Sony’s latest APS-C mirrorless features some remarkable technology, says Andy Westlake, but is let down by its out-dated body design.
Sony Alpha 6400: Image quality
Sony has fitted the A6400 with the same 24.2MP APS-C sensor as its predecessor, but teamed it up with a faster processor. Unlike the firm’s current full-frame and 1-inch type sensors, it doesn’t use a back-illuminated or stacked architecture. As a result, the A6400 is now technically surpassed by Fujifilm X-T30, with its 26.1MP back-illumimated X-Trans CMOS 4 sensor. But it’s still capable of excellent image quality, with good detail and dynamic range at low sensitivities, and strong performance at higher settings up to ISO 6400.
At ISO 100 in raw format the A6400 comes close to the maximum resolution its sensor could theoretically deliver, achieving approximately 3800 lines per picture height before false colour and maze-like aliasing creep in. This falls progressively as the sensitivity is raised, but the camera still maintains around 3000 l/ph at ISO 6400. At higher settings, noise has an increasing impact, with around 2800 l/ph resolved at ISO 25,600 and just 2000 l/ph at the top extended setting of ISO 102,400. Sony’s JPEG processing prioritises suppressing artefacts, resulting in slightly lower resolution compared to raw.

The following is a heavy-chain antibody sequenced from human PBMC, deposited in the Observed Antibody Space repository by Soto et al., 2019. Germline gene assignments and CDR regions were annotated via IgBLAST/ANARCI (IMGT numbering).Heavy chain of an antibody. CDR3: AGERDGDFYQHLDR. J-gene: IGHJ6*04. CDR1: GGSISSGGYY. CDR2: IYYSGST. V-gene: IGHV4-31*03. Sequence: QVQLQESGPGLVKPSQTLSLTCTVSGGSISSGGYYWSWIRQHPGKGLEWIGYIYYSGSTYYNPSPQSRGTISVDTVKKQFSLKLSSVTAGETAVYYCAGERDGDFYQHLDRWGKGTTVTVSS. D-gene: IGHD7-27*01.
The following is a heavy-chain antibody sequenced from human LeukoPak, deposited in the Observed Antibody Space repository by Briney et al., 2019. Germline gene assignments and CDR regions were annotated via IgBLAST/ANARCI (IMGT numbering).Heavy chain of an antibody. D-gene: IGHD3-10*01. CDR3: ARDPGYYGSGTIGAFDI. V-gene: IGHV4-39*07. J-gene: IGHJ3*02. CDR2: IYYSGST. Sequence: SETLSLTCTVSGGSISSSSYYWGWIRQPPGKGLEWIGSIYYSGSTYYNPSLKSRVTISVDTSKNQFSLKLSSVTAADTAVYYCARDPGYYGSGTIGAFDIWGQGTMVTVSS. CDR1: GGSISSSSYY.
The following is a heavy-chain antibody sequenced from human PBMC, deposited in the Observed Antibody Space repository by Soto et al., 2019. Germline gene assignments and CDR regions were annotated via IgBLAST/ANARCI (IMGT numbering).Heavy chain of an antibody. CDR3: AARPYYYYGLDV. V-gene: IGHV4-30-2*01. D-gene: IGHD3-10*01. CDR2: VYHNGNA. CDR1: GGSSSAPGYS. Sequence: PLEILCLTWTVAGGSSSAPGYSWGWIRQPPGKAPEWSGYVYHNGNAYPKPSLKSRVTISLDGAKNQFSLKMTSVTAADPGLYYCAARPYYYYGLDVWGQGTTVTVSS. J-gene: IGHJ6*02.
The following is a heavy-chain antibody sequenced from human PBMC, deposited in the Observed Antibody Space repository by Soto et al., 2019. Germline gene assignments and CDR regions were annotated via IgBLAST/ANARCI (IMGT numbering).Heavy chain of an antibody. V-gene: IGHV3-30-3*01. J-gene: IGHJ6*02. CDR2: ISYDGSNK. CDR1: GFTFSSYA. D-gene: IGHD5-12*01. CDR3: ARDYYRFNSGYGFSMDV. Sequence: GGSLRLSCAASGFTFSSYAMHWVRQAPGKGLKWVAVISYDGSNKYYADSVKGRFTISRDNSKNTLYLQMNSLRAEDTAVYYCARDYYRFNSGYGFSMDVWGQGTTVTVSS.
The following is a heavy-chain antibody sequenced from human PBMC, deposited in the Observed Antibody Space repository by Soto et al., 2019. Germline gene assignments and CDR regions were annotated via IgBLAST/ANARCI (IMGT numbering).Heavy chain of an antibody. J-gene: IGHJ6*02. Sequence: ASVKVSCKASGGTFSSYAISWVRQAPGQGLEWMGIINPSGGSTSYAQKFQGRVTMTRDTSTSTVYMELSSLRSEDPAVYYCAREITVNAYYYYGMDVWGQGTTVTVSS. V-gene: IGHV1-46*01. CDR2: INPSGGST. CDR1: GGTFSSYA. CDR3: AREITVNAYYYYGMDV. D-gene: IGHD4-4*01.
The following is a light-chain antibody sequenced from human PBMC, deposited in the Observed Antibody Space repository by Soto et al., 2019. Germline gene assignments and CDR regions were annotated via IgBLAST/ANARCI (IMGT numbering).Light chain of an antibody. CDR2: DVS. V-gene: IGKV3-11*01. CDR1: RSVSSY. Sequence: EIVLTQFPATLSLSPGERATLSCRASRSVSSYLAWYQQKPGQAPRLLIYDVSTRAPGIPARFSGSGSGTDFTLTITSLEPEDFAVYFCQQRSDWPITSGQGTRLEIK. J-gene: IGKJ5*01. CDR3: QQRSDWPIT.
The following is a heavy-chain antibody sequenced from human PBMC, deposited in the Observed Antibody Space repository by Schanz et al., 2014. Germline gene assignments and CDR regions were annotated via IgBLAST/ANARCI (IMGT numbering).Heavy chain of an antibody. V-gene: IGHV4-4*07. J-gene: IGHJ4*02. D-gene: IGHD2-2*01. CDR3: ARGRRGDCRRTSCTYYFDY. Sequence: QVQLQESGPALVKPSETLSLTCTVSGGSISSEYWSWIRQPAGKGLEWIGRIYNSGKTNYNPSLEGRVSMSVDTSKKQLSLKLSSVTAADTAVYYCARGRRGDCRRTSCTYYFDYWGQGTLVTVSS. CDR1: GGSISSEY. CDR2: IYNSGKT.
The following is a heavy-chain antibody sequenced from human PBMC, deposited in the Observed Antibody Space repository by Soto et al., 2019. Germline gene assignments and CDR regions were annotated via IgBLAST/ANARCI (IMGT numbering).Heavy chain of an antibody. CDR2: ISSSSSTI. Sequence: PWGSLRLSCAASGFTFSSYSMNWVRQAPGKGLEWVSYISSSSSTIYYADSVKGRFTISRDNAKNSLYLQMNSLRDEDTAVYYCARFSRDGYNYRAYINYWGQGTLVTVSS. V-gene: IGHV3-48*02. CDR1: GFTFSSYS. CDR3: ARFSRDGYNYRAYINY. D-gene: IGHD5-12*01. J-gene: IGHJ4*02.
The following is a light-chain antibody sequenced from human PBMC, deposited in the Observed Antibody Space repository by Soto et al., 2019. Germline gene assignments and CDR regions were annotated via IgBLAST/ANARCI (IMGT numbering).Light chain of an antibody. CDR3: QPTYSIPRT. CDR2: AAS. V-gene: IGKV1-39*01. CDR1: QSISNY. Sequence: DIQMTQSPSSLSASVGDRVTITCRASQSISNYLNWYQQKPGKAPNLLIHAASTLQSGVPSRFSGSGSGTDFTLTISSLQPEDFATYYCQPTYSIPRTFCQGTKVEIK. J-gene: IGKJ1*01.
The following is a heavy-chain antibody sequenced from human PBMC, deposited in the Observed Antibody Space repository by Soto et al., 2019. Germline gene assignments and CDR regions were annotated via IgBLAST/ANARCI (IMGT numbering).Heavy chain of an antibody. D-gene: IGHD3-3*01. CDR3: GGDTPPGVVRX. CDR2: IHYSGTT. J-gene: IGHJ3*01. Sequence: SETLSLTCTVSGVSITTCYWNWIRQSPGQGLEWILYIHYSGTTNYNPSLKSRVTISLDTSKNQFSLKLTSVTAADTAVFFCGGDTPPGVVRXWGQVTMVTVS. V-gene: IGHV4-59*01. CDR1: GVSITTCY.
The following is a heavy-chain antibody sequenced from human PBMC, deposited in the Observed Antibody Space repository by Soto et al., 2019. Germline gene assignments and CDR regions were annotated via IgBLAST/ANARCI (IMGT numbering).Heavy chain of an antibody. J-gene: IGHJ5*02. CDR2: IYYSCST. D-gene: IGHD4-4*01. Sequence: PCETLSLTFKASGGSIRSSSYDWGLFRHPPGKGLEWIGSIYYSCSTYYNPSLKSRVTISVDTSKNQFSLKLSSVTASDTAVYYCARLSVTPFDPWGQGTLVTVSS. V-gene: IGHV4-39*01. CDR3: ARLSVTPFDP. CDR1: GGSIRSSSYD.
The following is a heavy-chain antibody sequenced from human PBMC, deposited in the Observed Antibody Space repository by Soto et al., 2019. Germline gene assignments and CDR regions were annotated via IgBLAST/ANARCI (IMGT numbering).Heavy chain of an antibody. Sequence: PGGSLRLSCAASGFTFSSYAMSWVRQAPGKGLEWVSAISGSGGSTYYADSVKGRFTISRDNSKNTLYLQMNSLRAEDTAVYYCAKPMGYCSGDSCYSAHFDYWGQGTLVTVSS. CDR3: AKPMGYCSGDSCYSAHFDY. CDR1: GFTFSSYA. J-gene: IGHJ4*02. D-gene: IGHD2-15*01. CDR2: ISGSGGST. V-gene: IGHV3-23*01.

In the crops below, multiply the numbers beneath the line to calculate the resolution in lines per picture height.
ISO and noise
At low sensitivities the Alpha 6400 delivers finely-detailed images with barely any hint of noise. Increase the setting to ISO 800 and noise starts to impinge on even-toned areas when viewed closely onscreen, but you’d really struggle to see it in print. This gets more pronounced at ISO 1600 and ISO 3200, but I still wouldn’t hesitate to use these settings. Indeed it’s only really at ISO 6400 that there’s clearly a negative impact on fine, low-contrast detail and colour saturation, although image files still look quite usable, especially with a touch of luminance noise reduction applied. Beyond this things go downhill fast, and while ISO 12,800 images might still be OK when viewed at smaller sizes, the top three settings all suffer from muted colour and excessive noise that swamps all but the broadest details.